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Himeji Castle is the iconic Castle in Japan (in my opinion it’s basically the Castle in Japan that looks like the real-life Emoji Castle) and really should be on your Japan itinerary! But it’s one of the places that you’ve seen photos of but probably aren’t quite sure where Himeji Castle is!
Well, Himeji Castle is in the City of Himeji however there are not many other things to do in Himeji which is why it isn’t as well known and often gets’ missed from travellers Japan trips as unless you know it’s there, you won’t just stumble upon it.
Himeji is located not too far West from the popular cities of Osaka, Kobe & Kyoto and it’s on the Shinkansen line from these Cities to Hiroshima so it’s very popular for travellers to Japan to visit Himeji Castle on the way to or from Hiroshima by jumping off the train at Himeji Station and leaving their bags at the train station for a few hours.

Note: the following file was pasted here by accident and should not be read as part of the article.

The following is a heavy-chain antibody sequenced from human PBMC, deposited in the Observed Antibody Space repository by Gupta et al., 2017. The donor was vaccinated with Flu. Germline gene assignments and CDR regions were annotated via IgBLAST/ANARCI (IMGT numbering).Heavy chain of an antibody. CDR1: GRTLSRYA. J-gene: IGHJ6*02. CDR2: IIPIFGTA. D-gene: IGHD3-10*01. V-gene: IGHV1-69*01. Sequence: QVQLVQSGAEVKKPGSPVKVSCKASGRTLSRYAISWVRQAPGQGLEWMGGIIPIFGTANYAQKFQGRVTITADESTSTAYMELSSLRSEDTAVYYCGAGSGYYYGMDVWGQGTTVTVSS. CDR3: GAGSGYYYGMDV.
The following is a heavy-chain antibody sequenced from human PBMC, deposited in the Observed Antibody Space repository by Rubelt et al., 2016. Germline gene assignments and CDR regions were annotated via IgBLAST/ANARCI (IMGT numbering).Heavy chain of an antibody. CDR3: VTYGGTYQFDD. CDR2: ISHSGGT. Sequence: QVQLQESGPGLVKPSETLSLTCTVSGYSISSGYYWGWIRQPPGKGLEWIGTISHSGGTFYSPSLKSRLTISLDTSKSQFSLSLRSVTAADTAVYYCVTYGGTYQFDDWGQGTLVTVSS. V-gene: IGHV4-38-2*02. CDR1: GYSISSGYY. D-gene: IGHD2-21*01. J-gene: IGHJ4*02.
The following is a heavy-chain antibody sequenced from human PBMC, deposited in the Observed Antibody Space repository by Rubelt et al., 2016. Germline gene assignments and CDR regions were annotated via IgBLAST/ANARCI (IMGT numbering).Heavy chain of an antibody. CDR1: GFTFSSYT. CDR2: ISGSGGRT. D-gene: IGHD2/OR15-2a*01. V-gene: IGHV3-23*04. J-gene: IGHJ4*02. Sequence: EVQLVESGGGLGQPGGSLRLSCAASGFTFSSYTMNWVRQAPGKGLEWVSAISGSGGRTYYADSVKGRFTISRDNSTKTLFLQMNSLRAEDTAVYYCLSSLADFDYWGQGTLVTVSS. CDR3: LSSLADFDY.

It’s especially popular for travellers to Japan with a JR Pass as Himeji is on the JR route meaning the train there and back is included in your JR Pass and a great JR Pass Day Trip.
The other best way to see Himeji Castle is to visit on a day trip from Kobe, Osaka or Kyoto if you are staying in one of those 3 Cities and not getting the train to Hiroshima because it’s not far at all and very possible to do as a day or half-day trip, especially when travelling on the super-fast bullet trains aka Shinkansen trains!
Do you still need to get your JR Pass? Remember you need it BEFORE you get to Japan. Japan Rail Pass offers quick & free delivery so you can get it here!